Gold is poised to complete its 11th consecutive annual gain, the longest winning streak in at least nine decades, on the brink of a bear market.
George Soros, the billionaire who two years ago called it the “ultimate asset bubble,” cut 99 percent of his holdings in the first quarter, Securities and Exchange Commission data show. Hedge fund managers John Paulson, Paul Touradji and Eric Mindich also sold bullion this year. While speculators in New York futures are the least bullish (.MMGCNET) in 31 months, the median estimate in a Bloomberg survey of 44 traders and analysts is for prices to rally as much as 39 percent to $2,140 an ounce in 2012.
The divergence of views is widening after prices declined 19 percent from a record close of $1,900.23 on Sept. 5, or 1 percentage point away from a bear market. As some investors retreated to cash amid a $10 trillion slump in global equity values since May, others bought more metal, taking holdings in exchange-traded products to an all-time high two weeks ago. Bullion’s 8.1 percent gain in 2011 means it’s on track to beat stocks, bonds and the dollar for a second straight year.
“It’s done its job this year of protecting investors,” said Michael Cuggino, 48, who helps manage about $15 billion of assets, including $3 billion in gold, at Permanent Portfolio Funds in San Francisco and correctly predicted in February that prices would keep rising. “Gold has been all over the place. If you bought gold at $1,800 then you aren’t too happy. Some people will get out of gold, but the longer-term investors will remain.”
Bullion for immediate delivery settled at $1,545.97 today, below this year’s average of $1,572.79 and six times more than when the bull market began in 2001. The MSCI All-Country World Index (MXWD) of equities declined 9.8 percent, on track for the worst year since 2008, and the Dollar Index (MXWD), a measure against six major trading partners, advanced 1.7 percent. Fixed-income securities around the world gained 4.3 percent this year, the weakest performance since 2007, Bank of America Corp. indexes show.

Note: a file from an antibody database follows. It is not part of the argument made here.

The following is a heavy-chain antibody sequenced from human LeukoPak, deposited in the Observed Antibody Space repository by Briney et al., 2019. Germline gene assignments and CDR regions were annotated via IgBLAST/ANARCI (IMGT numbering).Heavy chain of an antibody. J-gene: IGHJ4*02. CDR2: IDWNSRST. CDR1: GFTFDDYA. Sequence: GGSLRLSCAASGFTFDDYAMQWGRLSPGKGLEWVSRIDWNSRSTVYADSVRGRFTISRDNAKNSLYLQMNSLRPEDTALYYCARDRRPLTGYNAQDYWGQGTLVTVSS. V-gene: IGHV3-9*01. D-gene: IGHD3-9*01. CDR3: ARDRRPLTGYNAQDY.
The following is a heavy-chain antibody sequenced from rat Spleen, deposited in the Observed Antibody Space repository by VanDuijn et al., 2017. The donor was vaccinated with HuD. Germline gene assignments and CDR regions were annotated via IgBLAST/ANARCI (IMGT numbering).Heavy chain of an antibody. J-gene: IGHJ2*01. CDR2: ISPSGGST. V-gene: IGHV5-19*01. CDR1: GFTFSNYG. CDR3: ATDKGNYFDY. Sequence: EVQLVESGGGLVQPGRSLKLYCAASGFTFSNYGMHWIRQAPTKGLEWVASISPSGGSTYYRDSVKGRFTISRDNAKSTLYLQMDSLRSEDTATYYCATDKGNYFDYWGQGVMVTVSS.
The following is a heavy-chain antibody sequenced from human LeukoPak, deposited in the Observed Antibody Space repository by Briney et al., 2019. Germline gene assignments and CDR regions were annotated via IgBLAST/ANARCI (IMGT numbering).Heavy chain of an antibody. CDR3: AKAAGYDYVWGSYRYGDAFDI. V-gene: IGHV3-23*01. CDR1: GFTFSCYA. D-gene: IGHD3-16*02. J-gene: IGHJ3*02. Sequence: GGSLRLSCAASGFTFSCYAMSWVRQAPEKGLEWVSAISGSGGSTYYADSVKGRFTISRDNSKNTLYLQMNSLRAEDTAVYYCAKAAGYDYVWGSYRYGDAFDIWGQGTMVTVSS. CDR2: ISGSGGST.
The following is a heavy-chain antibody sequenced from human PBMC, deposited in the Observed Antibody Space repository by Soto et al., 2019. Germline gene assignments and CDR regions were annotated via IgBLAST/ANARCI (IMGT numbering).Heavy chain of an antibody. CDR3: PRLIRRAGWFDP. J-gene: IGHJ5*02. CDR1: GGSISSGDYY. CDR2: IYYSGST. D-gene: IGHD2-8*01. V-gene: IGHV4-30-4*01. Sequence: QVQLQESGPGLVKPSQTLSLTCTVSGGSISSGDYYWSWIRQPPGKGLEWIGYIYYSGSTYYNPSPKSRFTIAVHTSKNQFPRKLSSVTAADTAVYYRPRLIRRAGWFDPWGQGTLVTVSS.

Investment in physical metal is cooling. The U.S. Mint’s sales of American Eagle gold coins in November were the weakest since June 2008, data on its web site show. Holdings in bullion- backed ETPs fell about 35 metric tons since reaching a record on Dec. 14, according to data (.GLDTONS) compiled by Bloomberg. They are still 140 tons higher than at the start of 2011 and the total of 2,326 tons, valued at about $116 billion, exceeds the reserves (001.046) of all but four central banks. ETP holdings climbed 0.3 percent yesterday, the first increase in two weeks.
Demand had strengthened most of this year as Europe’s debt crisis widened and the Federal Reserve pledged to keep interest rates near zero until at least mid-2013. The European Central Bank cut rates to 1 percent on Dec. 8, matching the record low of the euro era that began in 1999. That increases the appeal of bullion because it generally earns investors returns only through price gains.
“The longer-term trends, mainly government fiscal and monetary policies, haven’t changed,” said Tom Winmill, who helps manage more than $200 million of assets from Walpole, New Hampshire, for Midas Funds and whose Midas Perpetual Portfolio may increase its 19 percent investment in bullion and gold mining companies in the next quarter. “Gold has that preservation-of-wealth role and was probably used quite a bit in the last several weeks.”